The Northern Lights are one of the biggest draws of visiting Iceland in winter. In all honesty, Iceland is also one of the biggest gambles when selecting a Northern Lights holiday because of the island nation’s notoriously unpredictable weather. While there are statistically better chances to see the Aurora other places, Iceland is worth the gamble. The jaw-dropping gorgeous landscapes and variety of things to do for adventure seekers like us undoubtedly make it our favorite country on the planet. So roll the dice, because when the Northern Lights do come out to dance there’s just not a prettier place on Earth to watch the show from. That’s why we put together this complete guide to Northern Lights in Iceland to help you plan your Northern Lights adventure:
Top 3 Places to See the Northern Lights in Iceland
Myvatn: Dramatic Landscapes
The North of Iceland experiences colder temperatures than the South Coast, due to the Gulf Stream. That means that the weather is more stable and predictable in the North than the South. That also means that the North is an excellent place for Northern Lights viewing.
You want to avoid staying in Akureyri since it is the second largest urban area in Iceland just behind Reykjavik, and the capital of the North. Myvatn, however, is the perfect small village with plenty to do and keep you busy between hunting for the Northern Lights.
South Coast: Waterfalls and Glacier Lagoons
While the South Coast experiences the most unpredictable weather of anywhere in Iceland, Icelanders always joke to just wait 15 minutes for something different. You can experience high wind, sunshine, rain and even snow all in the same day. The clouds tend to be fast moving, making Northern Lights viewing more challenging.
But when the Northern Lights do come out to dance, there’s hardly a more spectacular place to see them on the planet. Glacier lagoons with floating icebergs illuminated in green under a curtain of the Aurora Borealis and an eerie plane crash with green billowing up like flames from a camp fire make for some of the most wow-inducing shots of this natural phenomenon.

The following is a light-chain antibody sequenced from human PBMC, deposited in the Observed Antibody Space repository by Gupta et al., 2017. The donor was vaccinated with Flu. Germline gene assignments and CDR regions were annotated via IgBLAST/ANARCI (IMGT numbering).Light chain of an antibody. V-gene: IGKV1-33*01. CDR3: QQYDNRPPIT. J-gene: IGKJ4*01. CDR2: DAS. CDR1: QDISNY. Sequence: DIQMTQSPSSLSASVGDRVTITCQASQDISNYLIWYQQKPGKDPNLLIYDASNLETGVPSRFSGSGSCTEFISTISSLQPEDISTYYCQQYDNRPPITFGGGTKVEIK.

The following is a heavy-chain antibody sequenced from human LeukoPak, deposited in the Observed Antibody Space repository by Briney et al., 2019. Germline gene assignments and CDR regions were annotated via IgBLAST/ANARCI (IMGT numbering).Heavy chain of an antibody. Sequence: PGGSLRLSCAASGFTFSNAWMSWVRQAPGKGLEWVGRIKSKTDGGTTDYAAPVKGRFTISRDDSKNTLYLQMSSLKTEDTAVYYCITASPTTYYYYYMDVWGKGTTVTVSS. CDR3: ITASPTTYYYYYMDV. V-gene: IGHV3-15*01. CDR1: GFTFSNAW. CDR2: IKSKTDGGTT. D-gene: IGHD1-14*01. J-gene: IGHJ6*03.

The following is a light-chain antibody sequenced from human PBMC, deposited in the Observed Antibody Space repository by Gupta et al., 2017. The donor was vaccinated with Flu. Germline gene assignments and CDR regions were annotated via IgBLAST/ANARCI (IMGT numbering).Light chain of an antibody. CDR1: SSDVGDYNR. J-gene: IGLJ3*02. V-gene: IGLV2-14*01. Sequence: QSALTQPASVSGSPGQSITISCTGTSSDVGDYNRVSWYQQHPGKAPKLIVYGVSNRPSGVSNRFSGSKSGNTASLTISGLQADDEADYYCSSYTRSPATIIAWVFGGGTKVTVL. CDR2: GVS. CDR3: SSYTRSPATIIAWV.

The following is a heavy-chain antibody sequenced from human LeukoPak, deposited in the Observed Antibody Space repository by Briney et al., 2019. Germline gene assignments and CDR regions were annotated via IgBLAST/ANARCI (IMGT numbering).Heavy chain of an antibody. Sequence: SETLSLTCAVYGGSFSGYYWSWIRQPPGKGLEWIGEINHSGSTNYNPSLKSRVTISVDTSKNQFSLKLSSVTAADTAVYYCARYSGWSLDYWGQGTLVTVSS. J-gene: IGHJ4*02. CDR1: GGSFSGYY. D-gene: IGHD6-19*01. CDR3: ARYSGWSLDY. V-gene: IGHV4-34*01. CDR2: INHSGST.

The Westfjords are the least populated and also the least visited part of Iceland. While winter tours are available, winter tourism is not a busy time in this part of Iceland due to the complete unpredictability of the winter weather in the Westfjords. High winds can delay flights for days at a time, so the best way to reach the Westfjords is with 4×4 vehicle and plenty of time allotted for travel. Just avoid planning travel to or from the Westfjords in winter on Saturdays; that’s the only day of the week that the snow plows do not clear the roads and Route 61 is the only road in or out of the Northern Westfjords.
All that said, the Westfjords offer some of the most dramatic landscapes and best Northern Lights viewing on the island. The small population means there is almost no light pollution and the Northern Lights are easily spotted just by stepping out the door of your guest house. We recommend planning a Westfjords Northern Lights trip to in September or early October to avoid the potential winter weather delays.
Best Hotels To See the Northern Lights Right Out Your Door
Hotel Ranga: Hella, South Coast
Hotel Ranga is easily accessible set just off of Iceland’s Route 1, which circles the entire island nation. But located 8 kilometers outside Hella, the luxury hotel is far away from any light pollution. It’s situated on a salmon river and just a few minutes drive from Seljalandsfoss, Iceland’s famous waterfall that you can walk behind.